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Expert Music Career Advice For DIY Musicians
4 Times You Shouldn't Take the Gig
The Number One Mistake Bands Make Right After Booking a Gig
The Ultimate EQ Cheat Sheet for Every Common Instrument
15 Reality Checks Young Artists Need to Hear

7-Step Plan to Successfully Book a Weekend Tour (From an Indie Band That Does It Every Month)

Image courtesy of School Damage

School Damage tours a lot. By the Toronto punk band’s own estimation, they hit the road at least one weekend a month, sometimes more. Traveling around Southeastern Ontario, Quebec, the US Midwest, and the East Coast a number of times has made them weekend warriors of sorts. Currently, the band is gearing up for a weekend run to Ottawa in Montreal in April, followed by a three-day run in at the beginning of May and a five-day tour to Montreal’s Pouzza Fest closer to the end of May.

So when the band’s bassist, Jon Cabatan, says some of the best experiences he’s had "have been loading a van with gear, playing strange places with my friends, and making music," you get the distinct impression he knows what he’s talking about.

8 Rules to Maintain a Healthy Songwriting Partnership

Image via pixabay.com

Musical collaboration is a lot like being in any other kind of relationship. There's give and take, sadness and reward, anger and joy. A musical relationship takes a lot of work to maintain, and this may be most exemplified by the songwriting partnership.

Two people sit down to write a song together and they can end up making magic, but if they’re not careful, it can destroy friendships. After all, creative endeavors are fraught with egos, emotions, and opinions. So maintaining that partnership takes a lot of work.

With that in mind, I combed through a number of relationship advice columns, magazine articles, and general life knowledge to dissect the best ways to keep a songwriting partnership (or really, any kind of partnership) healthy, fulfilling, and productive.

Performing, Honing Your Craft

Mar 30, 2016 08:00 AM

Ty Trumbull

How to Avoid Live Sound Problems With Your Acoustic Instrument: Advice From a Senior Sound Engineer

Photo by Macey Cohen

Compared to acoustic instruments, getting a decent sound out of electric instruments is relatively easy. It’s something you can work on, refine, and tweak on your own. Then, when you bring your rig to the venue, you can be reasonably confident that when you strum the strings, it will sound the way you want it to. And if something is amiss, there are an abundance of knobs and switches at your disposal to make the necessary tweaks.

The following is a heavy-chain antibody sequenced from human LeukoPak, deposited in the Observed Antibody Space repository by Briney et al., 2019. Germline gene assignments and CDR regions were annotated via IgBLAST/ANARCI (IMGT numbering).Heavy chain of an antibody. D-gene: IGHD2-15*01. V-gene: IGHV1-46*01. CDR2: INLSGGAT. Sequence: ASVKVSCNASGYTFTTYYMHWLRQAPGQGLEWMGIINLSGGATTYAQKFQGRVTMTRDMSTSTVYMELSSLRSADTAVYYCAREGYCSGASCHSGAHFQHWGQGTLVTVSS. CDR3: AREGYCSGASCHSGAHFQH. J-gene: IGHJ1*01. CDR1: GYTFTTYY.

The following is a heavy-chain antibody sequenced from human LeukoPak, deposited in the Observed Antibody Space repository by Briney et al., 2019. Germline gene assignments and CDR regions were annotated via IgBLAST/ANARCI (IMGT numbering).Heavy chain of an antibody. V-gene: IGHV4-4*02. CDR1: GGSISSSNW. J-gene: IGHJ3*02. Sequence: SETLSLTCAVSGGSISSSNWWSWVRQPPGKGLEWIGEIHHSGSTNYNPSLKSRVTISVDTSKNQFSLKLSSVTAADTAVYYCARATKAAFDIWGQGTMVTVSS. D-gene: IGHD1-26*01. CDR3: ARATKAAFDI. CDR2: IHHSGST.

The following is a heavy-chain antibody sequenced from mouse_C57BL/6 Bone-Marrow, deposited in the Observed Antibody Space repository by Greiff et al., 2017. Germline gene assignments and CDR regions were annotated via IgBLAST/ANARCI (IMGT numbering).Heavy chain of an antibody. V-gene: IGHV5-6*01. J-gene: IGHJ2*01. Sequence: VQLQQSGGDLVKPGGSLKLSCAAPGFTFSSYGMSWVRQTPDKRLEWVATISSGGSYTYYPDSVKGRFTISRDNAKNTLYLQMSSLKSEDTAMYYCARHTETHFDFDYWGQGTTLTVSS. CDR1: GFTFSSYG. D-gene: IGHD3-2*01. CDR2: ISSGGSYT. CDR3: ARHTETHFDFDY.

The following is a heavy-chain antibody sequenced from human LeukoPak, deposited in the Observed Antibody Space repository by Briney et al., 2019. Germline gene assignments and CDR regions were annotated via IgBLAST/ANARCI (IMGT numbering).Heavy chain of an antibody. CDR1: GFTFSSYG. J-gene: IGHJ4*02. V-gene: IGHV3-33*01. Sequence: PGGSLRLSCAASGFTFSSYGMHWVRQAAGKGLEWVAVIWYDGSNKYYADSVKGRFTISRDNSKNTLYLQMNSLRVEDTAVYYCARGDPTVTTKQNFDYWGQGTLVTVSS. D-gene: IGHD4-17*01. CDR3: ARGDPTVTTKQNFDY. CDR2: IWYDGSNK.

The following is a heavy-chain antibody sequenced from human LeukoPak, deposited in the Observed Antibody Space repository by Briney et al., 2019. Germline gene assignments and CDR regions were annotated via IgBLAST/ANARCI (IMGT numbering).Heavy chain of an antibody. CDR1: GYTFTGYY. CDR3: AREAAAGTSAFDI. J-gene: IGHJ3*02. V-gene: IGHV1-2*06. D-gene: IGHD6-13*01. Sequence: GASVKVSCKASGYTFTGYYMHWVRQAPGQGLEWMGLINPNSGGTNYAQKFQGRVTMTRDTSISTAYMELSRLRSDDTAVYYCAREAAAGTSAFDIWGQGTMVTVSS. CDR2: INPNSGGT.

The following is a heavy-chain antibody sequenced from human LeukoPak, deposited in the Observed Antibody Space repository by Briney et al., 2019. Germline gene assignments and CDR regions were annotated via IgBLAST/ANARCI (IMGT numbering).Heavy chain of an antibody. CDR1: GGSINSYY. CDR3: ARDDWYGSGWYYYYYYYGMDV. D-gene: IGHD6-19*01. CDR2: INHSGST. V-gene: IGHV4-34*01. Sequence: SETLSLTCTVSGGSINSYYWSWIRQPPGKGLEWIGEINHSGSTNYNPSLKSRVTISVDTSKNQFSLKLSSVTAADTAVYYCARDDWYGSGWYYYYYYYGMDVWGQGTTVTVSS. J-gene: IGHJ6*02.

But if you’re the guy in the band who would rather plug in his beautiful Gretsch acoustic while his bandmates flip on their Marshall stacks, then you’re already aware of the problems that can arise, from feedback to low volume levels. Learning how to deal with the problems that can crop up are essential for all the acoustic players out there. We sat down with a live sound engineer to get some answers.

4 Life Skills That Every Touring Band Should Have Down

Photo by the author

You’ve just released your album, and you’re putting it out into the world in style. A hometown release show followed by a short run of four shows. It’s a good way to break into new markets and expand your fanbase. But, as with any tour, you’re going to run into problems.

Knowing how to deal with the inevitable, to make do with what you’re given, and still put on the best show possible is integral for any young band. You can start demanding separate monitor mixes and bowls full of green M&Ms when you’re more successful, but this is the "paying your dues" part of your career. And, as such, a few basic skills and some contingency planning will improve your chances for success.

How to Make Sure Your Band Gets Paid for the Gig

Photo by Quazie via flickr.com

You’ve just finished playing. You traveled five hours to get to the show. The promoter has done a fine job putting the gig together – you can tell just by the number of people who’ve come through the door. With the $10 cover, it looks like everyone will be able to eat tonight. But then it happens: the promoter doesn’t want to pay.

Every band has been there. And if you haven’t yet, you will be eventually. Because no matter how hard everyone works, there are still assholes out there in the world who will try to take advantage of you.

A good concert works best when everyone is working together. The venue is there to provide a space for the bands to play in, the band’s job is to entertain people and get them to buy drinks, and the promoter is there to get people in the door. If everyone does their part, then everyone wins.

Sometimes, though, one of the pieces of the machine breaks down.